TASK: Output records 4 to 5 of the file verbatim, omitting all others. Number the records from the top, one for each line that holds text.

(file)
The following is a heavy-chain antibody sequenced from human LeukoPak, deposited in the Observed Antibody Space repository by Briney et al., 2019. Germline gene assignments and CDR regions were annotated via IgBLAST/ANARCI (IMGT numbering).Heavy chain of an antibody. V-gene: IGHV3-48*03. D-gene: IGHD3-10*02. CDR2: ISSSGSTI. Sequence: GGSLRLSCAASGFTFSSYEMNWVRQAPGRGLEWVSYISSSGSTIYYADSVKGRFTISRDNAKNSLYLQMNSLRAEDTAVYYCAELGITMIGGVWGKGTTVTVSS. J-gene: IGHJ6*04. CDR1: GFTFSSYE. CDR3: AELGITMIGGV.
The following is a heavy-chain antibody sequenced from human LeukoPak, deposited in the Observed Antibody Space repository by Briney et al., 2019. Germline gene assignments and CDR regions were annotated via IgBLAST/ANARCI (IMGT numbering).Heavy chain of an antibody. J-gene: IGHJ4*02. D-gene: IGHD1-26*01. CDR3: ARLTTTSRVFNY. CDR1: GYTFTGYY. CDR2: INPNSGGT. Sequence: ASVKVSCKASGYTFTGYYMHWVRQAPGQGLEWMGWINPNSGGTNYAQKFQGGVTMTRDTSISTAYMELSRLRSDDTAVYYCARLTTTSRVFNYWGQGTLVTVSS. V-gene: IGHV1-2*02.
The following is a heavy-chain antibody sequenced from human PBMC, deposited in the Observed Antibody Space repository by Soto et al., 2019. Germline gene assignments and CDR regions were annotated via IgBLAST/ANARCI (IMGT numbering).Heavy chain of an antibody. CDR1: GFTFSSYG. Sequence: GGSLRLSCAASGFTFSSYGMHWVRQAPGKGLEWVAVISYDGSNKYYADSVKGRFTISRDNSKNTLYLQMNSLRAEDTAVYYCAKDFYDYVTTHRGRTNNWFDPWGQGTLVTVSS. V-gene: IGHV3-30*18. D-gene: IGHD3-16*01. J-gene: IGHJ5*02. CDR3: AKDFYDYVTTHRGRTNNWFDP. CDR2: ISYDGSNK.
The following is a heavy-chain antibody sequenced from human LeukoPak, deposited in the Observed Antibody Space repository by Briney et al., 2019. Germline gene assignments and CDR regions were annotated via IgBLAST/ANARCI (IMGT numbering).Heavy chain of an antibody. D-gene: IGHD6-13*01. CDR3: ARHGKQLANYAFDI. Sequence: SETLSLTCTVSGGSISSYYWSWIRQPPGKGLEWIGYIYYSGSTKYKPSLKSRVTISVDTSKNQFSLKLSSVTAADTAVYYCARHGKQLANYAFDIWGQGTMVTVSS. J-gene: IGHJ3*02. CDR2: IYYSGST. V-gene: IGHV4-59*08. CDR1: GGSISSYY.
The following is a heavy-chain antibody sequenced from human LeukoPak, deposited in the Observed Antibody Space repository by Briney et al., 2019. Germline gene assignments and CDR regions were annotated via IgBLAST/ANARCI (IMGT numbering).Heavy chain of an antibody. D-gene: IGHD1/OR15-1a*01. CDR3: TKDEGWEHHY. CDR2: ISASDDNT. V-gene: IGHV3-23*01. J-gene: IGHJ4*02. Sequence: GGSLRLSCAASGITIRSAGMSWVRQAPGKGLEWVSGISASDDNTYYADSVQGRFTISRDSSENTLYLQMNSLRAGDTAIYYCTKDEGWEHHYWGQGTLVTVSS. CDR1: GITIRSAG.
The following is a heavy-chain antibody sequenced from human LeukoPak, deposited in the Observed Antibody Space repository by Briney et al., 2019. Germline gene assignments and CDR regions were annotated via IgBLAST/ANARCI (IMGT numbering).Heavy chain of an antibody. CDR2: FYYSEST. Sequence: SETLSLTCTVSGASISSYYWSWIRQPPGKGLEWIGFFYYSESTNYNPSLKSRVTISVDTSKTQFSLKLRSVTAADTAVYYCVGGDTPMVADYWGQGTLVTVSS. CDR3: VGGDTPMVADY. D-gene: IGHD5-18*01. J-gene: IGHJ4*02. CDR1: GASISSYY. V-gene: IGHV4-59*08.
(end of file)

The following is a heavy-chain antibody sequenced from human LeukoPak, deposited in the Observed Antibody Space repository by Briney et al., 2019. Germline gene assignments and CDR regions were annotated via IgBLAST/ANARCI (IMGT numbering).Heavy chain of an antibody. D-gene: IGHD6-13*01. CDR3: ARHGKQLANYAFDI. Sequence: SETLSLTCTVSGGSISSYYWSWIRQPPGKGLEWIGYIYYSGSTKYKPSLKSRVTISVDTSKNQFSLKLSSVTAADTAVYYCARHGKQLANYAFDIWGQGTMVTVSS. J-gene: IGHJ3*02. CDR2: IYYSGST. V-gene: IGHV4-59*08. CDR1: GGSISSYY.
The following is a heavy-chain antibody sequenced from human LeukoPak, deposited in the Observed Antibody Space repository by Briney et al., 2019. Germline gene assignments and CDR regions were annotated via IgBLAST/ANARCI (IMGT numbering).Heavy chain of an antibody. D-gene: IGHD1/OR15-1a*01. CDR3: TKDEGWEHHY. CDR2: ISASDDNT. V-gene: IGHV3-23*01. J-gene: IGHJ4*02. Sequence: GGSLRLSCAASGITIRSAGMSWVRQAPGKGLEWVSGISASDDNTYYADSVQGRFTISRDSSENTLYLQMNSLRAGDTAIYYCTKDEGWEHHYWGQGTLVTVSS. CDR1: GITIRSAG.